Information is power. For that reason, fraudsters are increasingly looking to data theft as their next get-rich-quick scheme. Hence, enterprises need to be more careful than ever in the management of their data assets.
It is impossible for a company to develop a complete asset management database without knowing exactly what it has, where it is located, who owns the device and if the device is doing what it is supposed to do. These are the four pillars of IT data asset management. Here are some specific actions you can take today to fill in the blanks for these pillars.
The automobile went through a similar evolution over a decade past, says Mark E.S. Bernard, an IT security consultant based in Canada.
An IT architecture needs to be designed with a central brain — a system that can monitor the infrastructure, including cloud, for faults and report these faults to the central brain.
With the dawning of artificial intelligence, this should be more advanced than the manual monitoring and reporting systems that some businesses have today. However, even the manual approach to monitoring the infrastructure and investigating anomalies or problems is not used in every computing environment today.
It is often said that CISOs never know exactly what they have on the enterprise network, because new devices are constantly connected while older machines are taken offline. From a data security standpoint, whether these devices are malicious or benign must be determined in real time, a necessary evil that is not always possible.
“Shadow IT, or rogue IT, is the common term for employees subverting IT policy — using their own mobile devices, downloading applications that may not be sanctioned — at their place of business,” says John Grim, head of the Verizon Threat Research Advisory Center (VTRAC), based in Basking Ridge, New Jersey.
Grim says enterprises often consider insiders who bring shadow IT devices on to a network as potential vulnerabilities. These people leave the proverbial door open to external threat actors, introducing their own device or training to employees, and making sure it cannot be directly connected. He suggests companies create a BYOD (bring your own device) or guest network for those using their own equipment for work applications. Such a guest network, however, would not necessarily include devices installed by the departments themselves to expand the corporate network.
“It’s important to understand that the threat of shadow or rogue IT is not the same today as it was 15 years ago,” says Joey Johnson, CISO at Premise Health, headquartered in Brentwood, Tenn. “The technology landscape has changed, and companies are pulling back from assigning laptops to each user because they recognize everyone has access to a smartphone or tablet. Employees want business apps for their timecards, HR benefits, and email, and they expect to be able to access these apps from their personal devices.”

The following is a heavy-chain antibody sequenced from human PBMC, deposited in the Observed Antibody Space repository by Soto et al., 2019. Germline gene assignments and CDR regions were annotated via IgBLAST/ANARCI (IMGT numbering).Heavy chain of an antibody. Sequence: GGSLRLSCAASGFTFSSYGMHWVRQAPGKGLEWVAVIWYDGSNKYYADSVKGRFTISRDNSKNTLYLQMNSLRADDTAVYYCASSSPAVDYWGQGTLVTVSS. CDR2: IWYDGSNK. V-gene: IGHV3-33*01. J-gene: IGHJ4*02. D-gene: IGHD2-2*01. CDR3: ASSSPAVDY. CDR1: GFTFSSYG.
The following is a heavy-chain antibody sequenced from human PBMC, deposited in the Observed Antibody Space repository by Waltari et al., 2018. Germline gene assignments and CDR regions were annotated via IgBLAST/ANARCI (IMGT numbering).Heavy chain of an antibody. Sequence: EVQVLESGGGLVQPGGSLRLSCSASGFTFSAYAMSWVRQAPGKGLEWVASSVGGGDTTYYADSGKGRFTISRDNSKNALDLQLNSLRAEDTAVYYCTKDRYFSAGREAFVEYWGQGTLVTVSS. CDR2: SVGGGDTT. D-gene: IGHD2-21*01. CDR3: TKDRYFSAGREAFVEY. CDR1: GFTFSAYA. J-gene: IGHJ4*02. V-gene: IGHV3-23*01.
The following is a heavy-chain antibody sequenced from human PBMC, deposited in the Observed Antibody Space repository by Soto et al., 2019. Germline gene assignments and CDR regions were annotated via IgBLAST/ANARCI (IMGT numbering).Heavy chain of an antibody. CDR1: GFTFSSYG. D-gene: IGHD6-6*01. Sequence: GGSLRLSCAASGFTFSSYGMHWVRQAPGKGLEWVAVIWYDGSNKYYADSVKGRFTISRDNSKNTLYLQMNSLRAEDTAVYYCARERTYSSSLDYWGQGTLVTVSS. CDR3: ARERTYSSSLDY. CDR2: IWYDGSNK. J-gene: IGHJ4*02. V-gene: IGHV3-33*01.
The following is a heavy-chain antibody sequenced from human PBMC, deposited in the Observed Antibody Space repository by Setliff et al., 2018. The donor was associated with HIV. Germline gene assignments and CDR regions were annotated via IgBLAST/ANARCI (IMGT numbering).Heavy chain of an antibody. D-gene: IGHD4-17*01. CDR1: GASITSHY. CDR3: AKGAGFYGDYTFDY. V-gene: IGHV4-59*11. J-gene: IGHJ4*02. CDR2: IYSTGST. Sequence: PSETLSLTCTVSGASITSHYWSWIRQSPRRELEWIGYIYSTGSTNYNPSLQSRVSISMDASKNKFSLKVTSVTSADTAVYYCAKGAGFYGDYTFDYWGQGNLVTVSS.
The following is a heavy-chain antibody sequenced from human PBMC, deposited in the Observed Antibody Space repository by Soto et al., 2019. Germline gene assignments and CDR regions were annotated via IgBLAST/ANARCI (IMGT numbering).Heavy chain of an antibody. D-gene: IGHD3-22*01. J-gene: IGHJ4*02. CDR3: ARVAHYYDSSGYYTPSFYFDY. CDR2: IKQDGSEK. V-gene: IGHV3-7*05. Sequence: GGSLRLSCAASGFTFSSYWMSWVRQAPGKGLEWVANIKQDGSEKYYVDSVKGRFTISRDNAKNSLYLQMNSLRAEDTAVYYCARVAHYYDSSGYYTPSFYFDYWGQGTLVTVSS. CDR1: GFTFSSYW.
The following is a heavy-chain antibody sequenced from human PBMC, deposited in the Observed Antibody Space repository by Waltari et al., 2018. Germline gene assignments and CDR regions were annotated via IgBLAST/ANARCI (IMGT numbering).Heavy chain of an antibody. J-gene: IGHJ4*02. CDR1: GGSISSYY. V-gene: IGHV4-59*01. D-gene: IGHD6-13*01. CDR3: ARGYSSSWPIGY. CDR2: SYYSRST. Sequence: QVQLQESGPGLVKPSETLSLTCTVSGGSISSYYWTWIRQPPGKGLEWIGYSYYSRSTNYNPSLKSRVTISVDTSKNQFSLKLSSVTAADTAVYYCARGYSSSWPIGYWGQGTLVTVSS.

In response to these changes, many organizations have shifted their entire tech stack to make it directly available and accessible by leveraging single sign-on and multifactor authentication to ensure access is efficient and secure.
Here is something to ponder. Today anyone can take corporate data assets and move them to a smartphone or tablet, then upload the information to an online file sharing platform. Even worse, users can create corporate data assets on personal platforms and then take any arbitrary action they wish. The best protection in these cases is an ounce of prevention. Companies need to meet team members where they are and provide them with better tools to get work done before the staffer goes out on his or her own and comes home with a device they like.
Jamil Farshchi, CISO for Atlanta-based Equifax, says that such problems with security, including trouble with shadow IT and asset management, serve as “a canary in the coal mine for problems with technology. Strong alignment between security and technology teams is critical to an effective security program,” he says. “To that end, the security team should be the technology team’s biggest advocate.”